Q: And who are some of the new designers?

A: The Dutch firm Moooi, founded by Marcel Wanders and Casper Vissers, is named for the Dutch word for beautiful, but it has an extra “o.” They’ve really taken a new approach to the vernacular. This sofa by Wanders is upholstered in their red and white Eyes of Strangers fabric patterned with monkey faces. Moooi also carries these big pendant lights that look like string wound around a balloon. They’re called Random.

Moooi also has a Smoke Chair, designed by Maarten Baas. It’s one of many new things that we’re bringing in from Milan. The wood frame is charred by hand. He makes an antique-style frame and burns it. It’s upholstered in black leather with a tufted back. It has a Victorian silhouette with cabriole legs.

Bocci is a new design firm based in Vancouver. The name alludes to a popular Italian ball sport. They did this chandelier, which features artisan glass molded into balls that are suspended from a canopy at different heights. You can customize how big you want it. You can have a fixture with a half dozen or more, or hang a single ball over a counter.

Q: And the lighting element is …

A: LED is the wave of the future. In Milan, we also went to the Euroluce lighting fair, and everybody is now moving to LED lamp sources. They’re energy-efficient, there’s less heat, you don’t have to replace them, and they give lighting designers more freedom. LED is now making great strides. They’re dimmable, and you can get different qualities of light from cool to very warm.

Q: What do you think about Ikea coming into the local market?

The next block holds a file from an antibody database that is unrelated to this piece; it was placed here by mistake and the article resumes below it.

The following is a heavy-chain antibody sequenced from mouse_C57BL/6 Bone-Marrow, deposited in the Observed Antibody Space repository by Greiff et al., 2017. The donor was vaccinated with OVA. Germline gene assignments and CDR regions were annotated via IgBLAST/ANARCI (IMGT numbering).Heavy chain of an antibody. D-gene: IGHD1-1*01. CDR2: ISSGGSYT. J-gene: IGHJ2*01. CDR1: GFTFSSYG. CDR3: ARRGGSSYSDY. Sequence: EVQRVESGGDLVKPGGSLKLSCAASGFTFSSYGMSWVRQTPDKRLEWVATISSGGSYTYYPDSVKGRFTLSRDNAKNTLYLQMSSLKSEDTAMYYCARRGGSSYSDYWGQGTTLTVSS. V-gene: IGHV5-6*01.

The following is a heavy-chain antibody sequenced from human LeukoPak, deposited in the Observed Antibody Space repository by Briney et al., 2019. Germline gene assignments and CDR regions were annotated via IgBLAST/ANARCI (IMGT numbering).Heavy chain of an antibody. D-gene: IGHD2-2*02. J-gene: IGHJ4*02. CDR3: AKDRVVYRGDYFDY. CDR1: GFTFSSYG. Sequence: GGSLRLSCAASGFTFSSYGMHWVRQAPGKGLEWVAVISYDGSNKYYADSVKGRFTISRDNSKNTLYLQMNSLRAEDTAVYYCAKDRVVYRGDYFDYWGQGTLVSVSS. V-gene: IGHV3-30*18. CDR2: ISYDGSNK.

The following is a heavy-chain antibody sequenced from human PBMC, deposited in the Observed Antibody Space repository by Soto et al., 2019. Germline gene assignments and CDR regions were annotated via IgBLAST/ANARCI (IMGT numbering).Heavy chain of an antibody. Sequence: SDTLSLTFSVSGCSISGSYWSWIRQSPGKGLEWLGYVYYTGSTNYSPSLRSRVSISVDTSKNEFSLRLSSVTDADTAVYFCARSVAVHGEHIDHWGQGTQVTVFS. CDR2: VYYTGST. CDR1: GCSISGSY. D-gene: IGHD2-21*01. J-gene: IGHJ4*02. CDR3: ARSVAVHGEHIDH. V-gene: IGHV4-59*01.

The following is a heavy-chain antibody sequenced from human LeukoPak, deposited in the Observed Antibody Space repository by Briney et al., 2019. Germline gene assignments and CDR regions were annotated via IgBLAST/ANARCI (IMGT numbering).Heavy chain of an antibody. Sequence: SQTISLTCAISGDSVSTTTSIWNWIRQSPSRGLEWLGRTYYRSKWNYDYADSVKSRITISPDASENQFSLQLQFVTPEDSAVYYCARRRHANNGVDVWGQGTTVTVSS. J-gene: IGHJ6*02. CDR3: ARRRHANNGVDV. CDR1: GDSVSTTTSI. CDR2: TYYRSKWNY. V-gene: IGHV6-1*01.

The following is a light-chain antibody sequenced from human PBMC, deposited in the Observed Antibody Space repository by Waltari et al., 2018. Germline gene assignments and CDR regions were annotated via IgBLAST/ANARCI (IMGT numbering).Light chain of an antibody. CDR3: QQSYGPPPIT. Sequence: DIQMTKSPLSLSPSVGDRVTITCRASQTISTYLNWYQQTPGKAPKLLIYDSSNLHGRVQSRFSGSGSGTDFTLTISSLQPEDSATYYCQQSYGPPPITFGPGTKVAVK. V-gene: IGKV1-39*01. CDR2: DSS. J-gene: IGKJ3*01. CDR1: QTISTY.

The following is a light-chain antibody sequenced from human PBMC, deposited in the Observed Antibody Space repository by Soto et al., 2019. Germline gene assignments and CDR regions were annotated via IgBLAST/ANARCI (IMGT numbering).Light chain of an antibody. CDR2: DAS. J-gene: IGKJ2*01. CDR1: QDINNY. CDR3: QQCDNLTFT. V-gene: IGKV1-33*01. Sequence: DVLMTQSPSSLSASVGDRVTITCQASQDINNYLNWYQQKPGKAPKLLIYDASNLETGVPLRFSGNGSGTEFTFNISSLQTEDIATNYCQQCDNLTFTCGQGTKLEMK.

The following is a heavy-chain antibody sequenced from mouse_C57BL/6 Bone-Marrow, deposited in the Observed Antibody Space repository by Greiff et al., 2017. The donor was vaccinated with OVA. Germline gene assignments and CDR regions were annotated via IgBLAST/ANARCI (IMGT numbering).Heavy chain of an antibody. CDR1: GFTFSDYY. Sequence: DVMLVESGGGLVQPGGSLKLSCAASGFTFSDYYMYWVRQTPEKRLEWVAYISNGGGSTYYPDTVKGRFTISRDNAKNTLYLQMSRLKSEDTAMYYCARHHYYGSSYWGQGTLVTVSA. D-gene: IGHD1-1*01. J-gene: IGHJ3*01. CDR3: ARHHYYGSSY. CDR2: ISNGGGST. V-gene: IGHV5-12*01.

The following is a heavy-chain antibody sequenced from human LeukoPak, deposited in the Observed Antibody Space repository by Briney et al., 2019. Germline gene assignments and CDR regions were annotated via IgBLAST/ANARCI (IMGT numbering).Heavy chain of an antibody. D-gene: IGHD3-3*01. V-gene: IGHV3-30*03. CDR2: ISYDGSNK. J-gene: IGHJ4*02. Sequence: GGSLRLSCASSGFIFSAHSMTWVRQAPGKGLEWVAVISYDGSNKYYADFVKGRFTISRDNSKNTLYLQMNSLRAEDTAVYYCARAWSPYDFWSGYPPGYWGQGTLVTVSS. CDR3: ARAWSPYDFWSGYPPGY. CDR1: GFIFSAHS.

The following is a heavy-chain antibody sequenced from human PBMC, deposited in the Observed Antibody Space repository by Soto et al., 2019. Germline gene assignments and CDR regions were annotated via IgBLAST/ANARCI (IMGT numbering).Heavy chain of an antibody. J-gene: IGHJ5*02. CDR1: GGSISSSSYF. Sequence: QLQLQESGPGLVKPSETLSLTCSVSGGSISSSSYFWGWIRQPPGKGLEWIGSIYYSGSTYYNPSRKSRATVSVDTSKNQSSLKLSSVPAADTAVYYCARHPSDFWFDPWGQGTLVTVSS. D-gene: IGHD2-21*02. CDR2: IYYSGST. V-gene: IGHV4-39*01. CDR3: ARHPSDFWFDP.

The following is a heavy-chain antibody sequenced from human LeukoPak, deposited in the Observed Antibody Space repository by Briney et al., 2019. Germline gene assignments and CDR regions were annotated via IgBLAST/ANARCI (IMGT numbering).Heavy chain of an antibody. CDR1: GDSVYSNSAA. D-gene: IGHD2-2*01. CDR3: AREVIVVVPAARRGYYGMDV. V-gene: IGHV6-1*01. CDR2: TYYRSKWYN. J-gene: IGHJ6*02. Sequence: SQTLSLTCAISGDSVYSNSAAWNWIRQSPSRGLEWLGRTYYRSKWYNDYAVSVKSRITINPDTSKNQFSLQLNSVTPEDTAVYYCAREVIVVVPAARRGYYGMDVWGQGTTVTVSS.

A: It’s fabulous for us. I love Ikea. I wish they were around when I was in my 20s. It exposes people to good design, and they have a unique approach to making it affordable. There’s room for as much good design as this city can handle.

Q: Any pet peeves about the furniture market?

A: What bothers me is knockoffs. This Navy Chair was designed by Emeco in the 1940s for the U.S. Navy to be indestructible and lightweight. Emeco produced it in aluminum. Their tag line is, “First, let’s make things that last.”

Companies like Target and Restoration Hardware have been knocking this off. The real Emecos come in brushed and polished aluminum and are always stamped.

We also carry the Navy 111 chair. Emeco knocked itself off and collaborated with Coke to come up with a version of the Navy Chair made out of recycled plastic Coke bottles. The 111 refers to the fact that each chair uses at least 111 plastic bottles. It’s sustainable, recyclable and durable.

Q: You carry a lot of leather furniture. What should people know about leather?

A: With most finishing, the more you do the better. Leather is the opposite. Only 1 percent of the leather produced is of the best quality. The Montis firm is known for their leather furniture. It’s from healthy animals, with no scars from bugs or barbed wire. It’s colored with aniline dye, and the color penetrates the leather.

Inferior leathers are sanded down to buff off the imperfections and sometimes reprinted with a grain pattern. Then they’re painted. But with a painted hide you can scratch through the paint. Also the leather can’t breathe. Leather that’s not painted can breathe. The open pores will develop a patina.

Q: Do you have any guidelines for decorating?

A: The design philosophy that I enjoy is very basic good design works with good design. I live in a mid-century ranch house in Roeland Park. The interior is traditional, but it’s well-designed. I can put a product from 2008 or a Le Corbusier from 1928. Good design works with itself. It doesn’t all have to match.